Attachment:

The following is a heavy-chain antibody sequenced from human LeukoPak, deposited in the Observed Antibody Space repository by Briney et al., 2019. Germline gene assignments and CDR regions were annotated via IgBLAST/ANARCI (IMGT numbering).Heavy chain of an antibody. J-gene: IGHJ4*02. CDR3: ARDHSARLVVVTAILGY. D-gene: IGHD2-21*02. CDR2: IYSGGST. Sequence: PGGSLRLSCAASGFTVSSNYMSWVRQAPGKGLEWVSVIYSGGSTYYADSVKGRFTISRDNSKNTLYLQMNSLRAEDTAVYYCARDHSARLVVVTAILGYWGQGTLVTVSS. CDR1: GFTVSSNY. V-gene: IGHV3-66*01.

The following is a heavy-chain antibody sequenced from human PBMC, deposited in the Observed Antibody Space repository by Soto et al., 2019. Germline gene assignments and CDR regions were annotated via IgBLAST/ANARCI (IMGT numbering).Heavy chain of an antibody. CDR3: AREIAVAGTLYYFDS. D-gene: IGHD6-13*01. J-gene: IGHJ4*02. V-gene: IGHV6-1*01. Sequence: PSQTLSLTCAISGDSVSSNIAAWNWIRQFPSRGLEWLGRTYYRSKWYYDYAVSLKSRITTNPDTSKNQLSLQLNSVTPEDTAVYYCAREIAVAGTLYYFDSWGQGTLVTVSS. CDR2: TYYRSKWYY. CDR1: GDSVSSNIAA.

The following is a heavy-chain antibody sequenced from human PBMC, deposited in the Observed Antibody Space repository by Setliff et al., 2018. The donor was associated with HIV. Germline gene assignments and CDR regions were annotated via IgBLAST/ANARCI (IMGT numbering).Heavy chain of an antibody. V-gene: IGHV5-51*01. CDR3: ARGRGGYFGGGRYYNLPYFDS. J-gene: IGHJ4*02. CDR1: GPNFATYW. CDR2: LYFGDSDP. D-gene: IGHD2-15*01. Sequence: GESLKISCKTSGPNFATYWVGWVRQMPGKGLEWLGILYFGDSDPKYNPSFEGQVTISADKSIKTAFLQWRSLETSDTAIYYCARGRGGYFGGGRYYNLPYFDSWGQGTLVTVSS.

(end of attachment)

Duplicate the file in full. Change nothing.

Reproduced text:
The following is a heavy-chain antibody sequenced from human LeukoPak, deposited in the Observed Antibody Space repository by Briney et al., 2019. Germline gene assignments and CDR regions were annotated via IgBLAST/ANARCI (IMGT numbering).Heavy chain of an antibody. J-gene: IGHJ4*02. CDR3: ARDHSARLVVVTAILGY. D-gene: IGHD2-21*02. CDR2: IYSGGST. Sequence: PGGSLRLSCAASGFTVSSNYMSWVRQAPGKGLEWVSVIYSGGSTYYADSVKGRFTISRDNSKNTLYLQMNSLRAEDTAVYYCARDHSARLVVVTAILGYWGQGTLVTVSS. CDR1: GFTVSSNY. V-gene: IGHV3-66*01.

The following is a heavy-chain antibody sequenced from human PBMC, deposited in the Observed Antibody Space repository by Soto et al., 2019. Germline gene assignments and CDR regions were annotated via IgBLAST/ANARCI (IMGT numbering).Heavy chain of an antibody. CDR3: AREIAVAGTLYYFDS. D-gene: IGHD6-13*01. J-gene: IGHJ4*02. V-gene: IGHV6-1*01. Sequence: PSQTLSLTCAISGDSVSSNIAAWNWIRQFPSRGLEWLGRTYYRSKWYYDYAVSLKSRITTNPDTSKNQLSLQLNSVTPEDTAVYYCAREIAVAGTLYYFDSWGQGTLVTVSS. CDR2: TYYRSKWYY. CDR1: GDSVSSNIAA.

The following is a heavy-chain antibody sequenced from human PBMC, deposited in the Observed Antibody Space repository by Setliff et al., 2018. The donor was associated with HIV. Germline gene assignments and CDR regions were annotated via IgBLAST/ANARCI (IMGT numbering).Heavy chain of an antibody. V-gene: IGHV5-51*01. CDR3: ARGRGGYFGGGRYYNLPYFDS. J-gene: IGHJ4*02. CDR1: GPNFATYW. CDR2: LYFGDSDP. D-gene: IGHD2-15*01. Sequence: GESLKISCKTSGPNFATYWVGWVRQMPGKGLEWLGILYFGDSDPKYNPSFEGQVTISADKSIKTAFLQWRSLETSDTAIYYCARGRGGYFGGGRYYNLPYFDSWGQGTLVTVSS.